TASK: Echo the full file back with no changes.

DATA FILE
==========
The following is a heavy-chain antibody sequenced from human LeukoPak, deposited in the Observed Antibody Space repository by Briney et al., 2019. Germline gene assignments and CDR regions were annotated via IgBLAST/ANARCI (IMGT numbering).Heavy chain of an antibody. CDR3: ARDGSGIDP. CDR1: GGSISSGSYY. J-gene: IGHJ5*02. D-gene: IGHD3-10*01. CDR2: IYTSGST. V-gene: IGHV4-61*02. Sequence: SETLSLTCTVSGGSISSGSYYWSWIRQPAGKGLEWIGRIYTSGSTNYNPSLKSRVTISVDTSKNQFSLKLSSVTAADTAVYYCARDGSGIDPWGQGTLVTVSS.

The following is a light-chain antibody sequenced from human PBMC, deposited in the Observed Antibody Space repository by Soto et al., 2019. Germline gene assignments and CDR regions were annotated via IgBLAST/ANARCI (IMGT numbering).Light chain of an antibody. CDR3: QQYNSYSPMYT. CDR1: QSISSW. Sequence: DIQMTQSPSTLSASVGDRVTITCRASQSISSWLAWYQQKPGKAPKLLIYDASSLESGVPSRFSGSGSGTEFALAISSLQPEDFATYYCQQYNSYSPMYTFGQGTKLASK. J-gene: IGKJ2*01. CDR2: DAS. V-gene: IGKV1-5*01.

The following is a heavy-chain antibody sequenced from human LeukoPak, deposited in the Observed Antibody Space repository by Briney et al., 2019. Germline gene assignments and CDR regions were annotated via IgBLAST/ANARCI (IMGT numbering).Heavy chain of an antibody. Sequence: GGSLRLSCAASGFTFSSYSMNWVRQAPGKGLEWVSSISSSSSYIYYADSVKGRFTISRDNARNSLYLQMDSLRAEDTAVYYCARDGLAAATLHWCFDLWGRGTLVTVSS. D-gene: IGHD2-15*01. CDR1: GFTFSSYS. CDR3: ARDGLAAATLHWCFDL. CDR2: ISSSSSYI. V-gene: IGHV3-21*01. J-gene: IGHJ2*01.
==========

The following is a heavy-chain antibody sequenced from human LeukoPak, deposited in the Observed Antibody Space repository by Briney et al., 2019. Germline gene assignments and CDR regions were annotated via IgBLAST/ANARCI (IMGT numbering).Heavy chain of an antibody. CDR3: ARDGSGIDP. CDR1: GGSISSGSYY. J-gene: IGHJ5*02. D-gene: IGHD3-10*01. CDR2: IYTSGST. V-gene: IGHV4-61*02. Sequence: SETLSLTCTVSGGSISSGSYYWSWIRQPAGKGLEWIGRIYTSGSTNYNPSLKSRVTISVDTSKNQFSLKLSSVTAADTAVYYCARDGSGIDPWGQGTLVTVSS.

The following is a light-chain antibody sequenced from human PBMC, deposited in the Observed Antibody Space repository by Soto et al., 2019. Germline gene assignments and CDR regions were annotated via IgBLAST/ANARCI (IMGT numbering).Light chain of an antibody. CDR3: QQYNSYSPMYT. CDR1: QSISSW. Sequence: DIQMTQSPSTLSASVGDRVTITCRASQSISSWLAWYQQKPGKAPKLLIYDASSLESGVPSRFSGSGSGTEFALAISSLQPEDFATYYCQQYNSYSPMYTFGQGTKLASK. J-gene: IGKJ2*01. CDR2: DAS. V-gene: IGKV1-5*01.

The following is a heavy-chain antibody sequenced from human LeukoPak, deposited in the Observed Antibody Space repository by Briney et al., 2019. Germline gene assignments and CDR regions were annotated via IgBLAST/ANARCI (IMGT numbering).Heavy chain of an antibody. Sequence: GGSLRLSCAASGFTFSSYSMNWVRQAPGKGLEWVSSISSSSSYIYYADSVKGRFTISRDNARNSLYLQMDSLRAEDTAVYYCARDGLAAATLHWCFDLWGRGTLVTVSS. D-gene: IGHD2-15*01. CDR1: GFTFSSYS. CDR3: ARDGLAAATLHWCFDL. CDR2: ISSSSSYI. V-gene: IGHV3-21*01. J-gene: IGHJ2*01.